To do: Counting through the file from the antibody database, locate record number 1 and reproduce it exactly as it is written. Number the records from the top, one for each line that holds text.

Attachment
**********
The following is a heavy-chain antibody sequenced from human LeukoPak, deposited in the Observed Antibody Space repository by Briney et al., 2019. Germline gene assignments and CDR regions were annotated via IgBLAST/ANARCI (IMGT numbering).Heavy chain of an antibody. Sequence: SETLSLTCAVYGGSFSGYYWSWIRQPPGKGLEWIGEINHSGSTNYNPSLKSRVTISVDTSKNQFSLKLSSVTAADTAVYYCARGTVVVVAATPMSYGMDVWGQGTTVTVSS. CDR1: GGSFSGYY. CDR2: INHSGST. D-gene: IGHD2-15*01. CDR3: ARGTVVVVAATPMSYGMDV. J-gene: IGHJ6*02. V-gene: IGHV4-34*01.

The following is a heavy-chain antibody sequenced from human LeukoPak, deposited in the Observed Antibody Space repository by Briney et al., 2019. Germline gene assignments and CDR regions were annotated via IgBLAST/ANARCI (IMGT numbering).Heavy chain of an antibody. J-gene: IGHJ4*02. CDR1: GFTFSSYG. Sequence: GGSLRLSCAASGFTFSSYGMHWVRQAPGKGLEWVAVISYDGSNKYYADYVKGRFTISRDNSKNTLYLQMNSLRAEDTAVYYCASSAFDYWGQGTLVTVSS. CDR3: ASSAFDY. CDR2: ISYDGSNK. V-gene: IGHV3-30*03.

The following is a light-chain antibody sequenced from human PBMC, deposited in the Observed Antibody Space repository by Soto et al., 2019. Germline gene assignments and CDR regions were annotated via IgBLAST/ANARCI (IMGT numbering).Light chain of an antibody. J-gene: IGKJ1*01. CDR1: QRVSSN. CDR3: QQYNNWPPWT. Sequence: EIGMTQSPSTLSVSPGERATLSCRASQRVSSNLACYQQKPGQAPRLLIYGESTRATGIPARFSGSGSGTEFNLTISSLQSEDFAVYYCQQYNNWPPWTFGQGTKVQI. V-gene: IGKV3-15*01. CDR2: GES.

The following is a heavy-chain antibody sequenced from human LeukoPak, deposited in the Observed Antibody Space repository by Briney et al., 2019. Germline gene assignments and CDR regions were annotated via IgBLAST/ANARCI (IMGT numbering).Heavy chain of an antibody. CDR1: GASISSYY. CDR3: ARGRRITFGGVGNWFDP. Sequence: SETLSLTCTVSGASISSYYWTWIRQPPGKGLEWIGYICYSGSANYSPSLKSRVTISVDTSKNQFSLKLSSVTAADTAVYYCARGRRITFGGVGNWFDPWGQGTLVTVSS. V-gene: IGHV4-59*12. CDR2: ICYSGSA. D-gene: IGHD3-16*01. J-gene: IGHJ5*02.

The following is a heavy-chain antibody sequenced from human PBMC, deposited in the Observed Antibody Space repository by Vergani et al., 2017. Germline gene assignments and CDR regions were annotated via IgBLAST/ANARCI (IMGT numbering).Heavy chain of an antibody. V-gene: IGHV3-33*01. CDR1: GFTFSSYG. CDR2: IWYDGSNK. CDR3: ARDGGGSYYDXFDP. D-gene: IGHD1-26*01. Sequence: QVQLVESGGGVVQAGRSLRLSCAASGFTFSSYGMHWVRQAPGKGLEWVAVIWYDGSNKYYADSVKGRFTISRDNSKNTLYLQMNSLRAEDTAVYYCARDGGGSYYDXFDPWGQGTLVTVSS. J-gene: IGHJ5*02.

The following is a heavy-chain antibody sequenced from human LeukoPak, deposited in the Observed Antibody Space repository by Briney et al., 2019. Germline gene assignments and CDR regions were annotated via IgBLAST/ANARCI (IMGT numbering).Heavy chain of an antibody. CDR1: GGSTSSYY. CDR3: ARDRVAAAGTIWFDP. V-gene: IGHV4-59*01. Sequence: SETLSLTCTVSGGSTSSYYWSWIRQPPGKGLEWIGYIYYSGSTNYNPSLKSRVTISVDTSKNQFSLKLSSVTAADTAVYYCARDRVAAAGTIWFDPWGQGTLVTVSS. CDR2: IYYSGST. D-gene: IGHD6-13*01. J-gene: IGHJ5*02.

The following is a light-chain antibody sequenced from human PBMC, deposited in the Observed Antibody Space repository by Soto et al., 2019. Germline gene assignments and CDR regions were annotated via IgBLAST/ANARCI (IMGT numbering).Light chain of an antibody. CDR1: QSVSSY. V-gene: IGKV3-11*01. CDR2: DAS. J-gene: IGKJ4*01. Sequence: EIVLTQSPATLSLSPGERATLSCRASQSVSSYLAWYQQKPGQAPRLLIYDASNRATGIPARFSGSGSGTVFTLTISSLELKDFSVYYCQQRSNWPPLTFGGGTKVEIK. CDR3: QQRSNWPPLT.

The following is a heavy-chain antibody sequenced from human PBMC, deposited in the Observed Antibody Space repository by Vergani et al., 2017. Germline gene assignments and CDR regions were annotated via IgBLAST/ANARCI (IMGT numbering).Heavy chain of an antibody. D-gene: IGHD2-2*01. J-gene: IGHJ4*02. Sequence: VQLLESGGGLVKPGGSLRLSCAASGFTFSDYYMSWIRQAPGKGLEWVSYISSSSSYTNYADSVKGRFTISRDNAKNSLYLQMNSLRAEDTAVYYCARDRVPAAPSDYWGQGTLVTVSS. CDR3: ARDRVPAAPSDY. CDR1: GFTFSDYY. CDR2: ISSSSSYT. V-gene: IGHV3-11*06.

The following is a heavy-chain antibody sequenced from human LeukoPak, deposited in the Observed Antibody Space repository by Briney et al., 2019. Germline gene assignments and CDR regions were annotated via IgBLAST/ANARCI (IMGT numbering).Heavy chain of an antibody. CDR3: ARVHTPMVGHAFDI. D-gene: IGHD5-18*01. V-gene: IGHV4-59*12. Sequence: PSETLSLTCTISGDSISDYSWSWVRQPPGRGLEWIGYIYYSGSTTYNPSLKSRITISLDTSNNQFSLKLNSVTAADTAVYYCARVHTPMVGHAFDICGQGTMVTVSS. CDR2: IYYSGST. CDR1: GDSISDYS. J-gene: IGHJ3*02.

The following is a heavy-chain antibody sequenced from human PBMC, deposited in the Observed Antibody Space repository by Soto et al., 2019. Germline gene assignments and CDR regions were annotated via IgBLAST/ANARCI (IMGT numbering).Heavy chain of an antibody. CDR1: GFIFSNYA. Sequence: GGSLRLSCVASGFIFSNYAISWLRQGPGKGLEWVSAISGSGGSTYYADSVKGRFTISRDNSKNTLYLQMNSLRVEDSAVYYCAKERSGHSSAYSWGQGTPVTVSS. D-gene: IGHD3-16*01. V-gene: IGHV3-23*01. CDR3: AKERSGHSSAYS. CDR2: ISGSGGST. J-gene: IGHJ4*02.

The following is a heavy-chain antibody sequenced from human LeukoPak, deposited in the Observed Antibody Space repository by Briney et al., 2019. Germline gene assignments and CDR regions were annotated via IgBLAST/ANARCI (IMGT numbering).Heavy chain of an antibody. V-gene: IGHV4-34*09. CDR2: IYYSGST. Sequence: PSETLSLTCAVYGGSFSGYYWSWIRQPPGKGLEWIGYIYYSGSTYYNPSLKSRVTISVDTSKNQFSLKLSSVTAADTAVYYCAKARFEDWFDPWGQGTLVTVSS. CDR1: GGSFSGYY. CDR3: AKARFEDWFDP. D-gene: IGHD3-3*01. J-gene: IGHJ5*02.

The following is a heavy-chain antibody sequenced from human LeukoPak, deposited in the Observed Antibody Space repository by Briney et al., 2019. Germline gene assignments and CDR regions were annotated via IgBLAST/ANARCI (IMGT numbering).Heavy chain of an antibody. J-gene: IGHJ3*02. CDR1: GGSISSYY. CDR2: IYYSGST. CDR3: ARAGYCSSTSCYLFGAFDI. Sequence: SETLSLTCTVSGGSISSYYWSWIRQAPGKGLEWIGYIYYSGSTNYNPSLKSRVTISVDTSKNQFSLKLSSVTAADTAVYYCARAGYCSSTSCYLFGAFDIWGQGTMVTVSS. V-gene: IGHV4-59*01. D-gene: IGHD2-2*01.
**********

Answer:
The following is a heavy-chain antibody sequenced from human LeukoPak, deposited in the Observed Antibody Space repository by Briney et al., 2019. Germline gene assignments and CDR regions were annotated via IgBLAST/ANARCI (IMGT numbering).Heavy chain of an antibody. Sequence: SETLSLTCAVYGGSFSGYYWSWIRQPPGKGLEWIGEINHSGSTNYNPSLKSRVTISVDTSKNQFSLKLSSVTAADTAVYYCARGTVVVVAATPMSYGMDVWGQGTTVTVSS. CDR1: GGSFSGYY. CDR2: INHSGST. D-gene: IGHD2-15*01. CDR3: ARGTVVVVAATPMSYGMDV. J-gene: IGHJ6*02. V-gene: IGHV4-34*01.